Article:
Erin and I are bookaholics – we hoard books. It’s a double-edged sword because we’re
running out of space to store them! We’re both avid readers of fiction and we also have
extensive professional libraries. (The minister’s curse!) So, the upshot is we’ve got a whole
pile of books for which we must find space.
Let’s just simply say we like to read and we collect books.
Over the years I’ve set aside books to read in retirement – unfortunately, I’ve never fully
retired so they’re still waiting to be read. Some folks like to read about travel, or science, or
world history, or the “classics,” but I’ve set my sights on poetry, primarily American poetry.
Our poets write in a particular “American style” about the American experience: Philip Appleman,
e.e. cummings, Adrienne Rich, Wendell Berry, Robert Frost, Emily Dickinson, Kenneth
Rexroth, Mary Oliver, Walt Whitman, Rita Dove, and Henry Wadsworth Longfellow, to name
but a few. Each of them is unique and each of them has something important to say.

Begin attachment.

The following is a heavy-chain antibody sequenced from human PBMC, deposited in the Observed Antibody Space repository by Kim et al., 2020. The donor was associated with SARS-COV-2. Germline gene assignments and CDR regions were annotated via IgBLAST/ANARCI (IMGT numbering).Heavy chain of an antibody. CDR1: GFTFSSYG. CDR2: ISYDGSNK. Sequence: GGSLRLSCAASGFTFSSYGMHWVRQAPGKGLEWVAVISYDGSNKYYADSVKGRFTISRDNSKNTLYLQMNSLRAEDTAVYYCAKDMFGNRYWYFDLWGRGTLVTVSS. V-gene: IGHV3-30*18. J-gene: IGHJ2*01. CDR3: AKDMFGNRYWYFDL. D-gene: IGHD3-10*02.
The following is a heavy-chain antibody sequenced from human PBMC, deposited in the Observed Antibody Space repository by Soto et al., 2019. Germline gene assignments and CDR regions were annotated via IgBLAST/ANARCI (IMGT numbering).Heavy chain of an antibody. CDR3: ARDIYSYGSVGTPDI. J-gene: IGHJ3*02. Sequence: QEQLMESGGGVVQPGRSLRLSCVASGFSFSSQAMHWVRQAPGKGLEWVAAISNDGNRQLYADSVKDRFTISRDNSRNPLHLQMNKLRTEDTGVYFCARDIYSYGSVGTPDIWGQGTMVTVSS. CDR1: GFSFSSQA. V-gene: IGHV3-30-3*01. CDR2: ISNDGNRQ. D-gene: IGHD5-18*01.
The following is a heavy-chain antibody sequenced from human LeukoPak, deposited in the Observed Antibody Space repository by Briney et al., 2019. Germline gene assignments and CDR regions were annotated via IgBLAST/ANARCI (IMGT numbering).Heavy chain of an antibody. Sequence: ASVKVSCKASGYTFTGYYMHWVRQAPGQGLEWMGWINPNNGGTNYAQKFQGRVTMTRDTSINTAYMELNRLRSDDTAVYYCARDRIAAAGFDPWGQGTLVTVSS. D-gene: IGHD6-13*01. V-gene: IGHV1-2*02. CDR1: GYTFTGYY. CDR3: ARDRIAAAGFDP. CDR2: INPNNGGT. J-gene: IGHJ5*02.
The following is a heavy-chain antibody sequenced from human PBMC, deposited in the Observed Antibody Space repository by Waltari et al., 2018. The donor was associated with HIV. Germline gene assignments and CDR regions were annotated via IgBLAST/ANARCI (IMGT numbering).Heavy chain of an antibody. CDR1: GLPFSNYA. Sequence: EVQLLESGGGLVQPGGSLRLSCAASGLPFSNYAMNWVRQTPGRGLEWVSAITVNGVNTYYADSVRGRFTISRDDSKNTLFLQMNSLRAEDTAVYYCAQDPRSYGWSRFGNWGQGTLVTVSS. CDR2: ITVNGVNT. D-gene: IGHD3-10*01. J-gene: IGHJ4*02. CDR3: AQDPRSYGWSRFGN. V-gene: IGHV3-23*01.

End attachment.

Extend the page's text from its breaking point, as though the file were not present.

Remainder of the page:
Like American art, and American music, our words (when used with craft and care), reflect
our peculiar American psyche. For good, or for ill, the American experience is not a perfect
one. Darkness sometimes lurks just below the surface, and
our inner demons are always longing to come out and play.
Poetry enables us to examine our bitter and better selves in
the light of day. Sometimes we like what we see, and at
other times, we’re ashamed of ourselves: “Is that who we really are as a people and a nation?”
That’s OK because like all the other cultures which inhabit the globe, we’re only human with
all that that entails. And so, we celebrate our existence with words:

The Evening Is Tranquil and Dawn Is a Thousand Miles Away
Charles Wright
The mares go down for their evening feed
into the meadow grass.
Two pine trees sway in the invisible wind –
some sway, some don’t sway.
The heart of the world lies open, leached and ticking with sunlight
For just a minute or so.
The mares have their heads on the ground,
the trees have their heads on the blue sky.
Two ravens circle and twist.
On the borders of heaven, the river flows clear a bit longer.
From Pastor Kent’s Desk
Grace & Peace, Kent